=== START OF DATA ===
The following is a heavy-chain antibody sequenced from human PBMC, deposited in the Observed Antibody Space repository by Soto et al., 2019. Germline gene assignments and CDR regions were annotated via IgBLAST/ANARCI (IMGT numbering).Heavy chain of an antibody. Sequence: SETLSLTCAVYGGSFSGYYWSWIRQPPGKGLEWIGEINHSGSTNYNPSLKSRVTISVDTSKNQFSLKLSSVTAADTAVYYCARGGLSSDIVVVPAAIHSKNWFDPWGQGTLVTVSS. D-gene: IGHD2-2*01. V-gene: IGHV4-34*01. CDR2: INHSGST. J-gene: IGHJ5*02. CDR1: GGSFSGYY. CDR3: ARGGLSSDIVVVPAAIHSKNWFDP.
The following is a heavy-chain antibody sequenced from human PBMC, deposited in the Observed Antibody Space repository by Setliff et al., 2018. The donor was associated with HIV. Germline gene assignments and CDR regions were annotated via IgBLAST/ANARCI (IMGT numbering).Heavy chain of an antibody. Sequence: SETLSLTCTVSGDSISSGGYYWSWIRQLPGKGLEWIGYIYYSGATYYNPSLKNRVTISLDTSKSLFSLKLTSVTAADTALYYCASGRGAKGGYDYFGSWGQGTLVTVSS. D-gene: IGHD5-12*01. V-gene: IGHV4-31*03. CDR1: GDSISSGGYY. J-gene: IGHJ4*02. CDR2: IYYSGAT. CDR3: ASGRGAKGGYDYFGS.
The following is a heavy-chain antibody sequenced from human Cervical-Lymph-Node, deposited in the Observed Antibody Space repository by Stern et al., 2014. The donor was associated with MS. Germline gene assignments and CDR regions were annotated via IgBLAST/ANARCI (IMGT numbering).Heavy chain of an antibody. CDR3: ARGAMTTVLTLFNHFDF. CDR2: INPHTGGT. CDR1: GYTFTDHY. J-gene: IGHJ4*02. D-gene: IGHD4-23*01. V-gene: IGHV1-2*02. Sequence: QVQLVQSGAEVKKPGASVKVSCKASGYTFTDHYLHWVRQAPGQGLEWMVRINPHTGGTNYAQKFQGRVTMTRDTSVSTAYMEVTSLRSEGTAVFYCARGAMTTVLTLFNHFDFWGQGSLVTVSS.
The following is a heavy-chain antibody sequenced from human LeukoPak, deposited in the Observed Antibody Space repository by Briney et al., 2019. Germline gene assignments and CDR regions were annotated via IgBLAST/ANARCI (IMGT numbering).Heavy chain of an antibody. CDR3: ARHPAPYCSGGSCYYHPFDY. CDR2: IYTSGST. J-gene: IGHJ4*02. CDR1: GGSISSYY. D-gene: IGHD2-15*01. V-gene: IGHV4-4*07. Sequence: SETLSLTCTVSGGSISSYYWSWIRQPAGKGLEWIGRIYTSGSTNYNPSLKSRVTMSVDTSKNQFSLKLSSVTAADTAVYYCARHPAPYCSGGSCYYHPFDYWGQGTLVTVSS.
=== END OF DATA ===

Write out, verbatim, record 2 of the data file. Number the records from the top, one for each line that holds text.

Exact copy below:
The following is a heavy-chain antibody sequenced from human PBMC, deposited in the Observed Antibody Space repository by Setliff et al., 2018. The donor was associated with HIV. Germline gene assignments and CDR regions were annotated via IgBLAST/ANARCI (IMGT numbering).Heavy chain of an antibody. Sequence: SETLSLTCTVSGDSISSGGYYWSWIRQLPGKGLEWIGYIYYSGATYYNPSLKNRVTISLDTSKSLFSLKLTSVTAADTALYYCASGRGAKGGYDYFGSWGQGTLVTVSS. D-gene: IGHD5-12*01. V-gene: IGHV4-31*03. CDR1: GDSISSGGYY. J-gene: IGHJ4*02. CDR2: IYYSGAT. CDR3: ASGRGAKGGYDYFGS.